• News
  • Columns
  • Interviews
  • BW Communities
  • Events
  • BW TV
  • Subscribe to Print
BW Businessworld

Prolonged Purple Patch

While there is no let-up in the funding activity of PE and VC investors, exits are expected to considerably slow down this year owing to the correction in the markets

Photo Credit :


India will have 122 unicorns in the next two to four years, according to the Hurun India Future Unicorns Index 2022 released by Hurum Research Institute. The projection is in line with the recent trends. In just one year, the number of unicorns has increased 65 per cent probably spurred by the pandemic.

As we celebrate India’s emergence as the third largest ecosystem for startups after the US and China, we need to pause and review the emergence of unicorns and their impact on the capital market. The questions that naturally arise pertain to valuations and IPOs. However, leading investors feel that the valuation is between two-parties and has nothing to do with public money. 

Valuation vs growth

Higher valuations are no longer a sign of healthy startup growth, especially so for a unicorn. However, since a number of unicorns are also some of the largest employers in the Indian market, a decline in valuation and business slowdown can be catastrophic, not just in terms of venture capital (VC) funds but by way of major job losses.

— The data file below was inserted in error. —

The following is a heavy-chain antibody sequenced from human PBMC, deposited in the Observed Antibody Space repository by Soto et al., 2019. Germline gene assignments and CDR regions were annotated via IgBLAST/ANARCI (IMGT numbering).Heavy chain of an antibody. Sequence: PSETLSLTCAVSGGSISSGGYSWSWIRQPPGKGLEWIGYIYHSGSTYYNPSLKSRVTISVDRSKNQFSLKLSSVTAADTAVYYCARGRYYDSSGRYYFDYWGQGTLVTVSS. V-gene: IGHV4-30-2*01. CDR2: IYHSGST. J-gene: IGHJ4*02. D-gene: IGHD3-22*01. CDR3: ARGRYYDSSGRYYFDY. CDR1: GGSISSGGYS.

“We are in the middle of the year, Q3 or the second half of the year has just started. The Covid outbreak has been unfortunate but the last couple of years have been very healthy for venture capital. Just one word of caution is, of course, valuations. Indian ecosystem is creating digital tailwinds. What has happened in the ecosystem actually is not unhealthy, because one never wants over-valuations, but rather always wants companies to be rightly valued. I can see a silver lining in that companies get rightly valued and not richly valued,” says Sanjay Nath, Founder, Blume Ventures, sharing his viewpoint on the current scenario.

Nath founded Blume along with Karthik Reddy in 2011. He oversees the broad B2B tech (or the “built-in-India tech for global markets”) space. He also manages the investment and ecosystem partnerships at Blume. The spectrum of investments Nath covers within the B2B space range from enterprise, software, cloud, SaaS to hardware, IoT, robotics, AI / ML, data science and deep-hard tech. He has overseen investments in some of Blume’s leading portfolio companies such as Locus, Little Black Book, Tricog, DataWeave and Yulu Bike, amongst other emerging stars.

Nath is a board member of the Draper Venture Network (DVN), an affiliation of global venture firms. He also represents Blume as a founding partner-member of Arka Venture Labs, a cross-border B2B seed fund along with Benhamou Global Ventures (BGV) and Emergent Ventures.

China & Israel Models of India 

The public market has been impacted because of the period of slightly over valuations, which is leading to a correction. According to Nath, Blume Ventures has actually been a net beneficiary of the correction because the capital is flowing to the early-stage (startups) and pulling away from public markets. 

In India, the startup ecosystem has broadly seen three round of evolution so far. The first wave of innovation was in services, with Wipro and Infosys creating world-class services companies. The next wave was product-led, with the rise of robotics, artificial intelligence and machine learning-powered platforms. Currently, the startups are leveraging technology such as enterprise SaaS, Big Tech and launching multiple sub-sectors.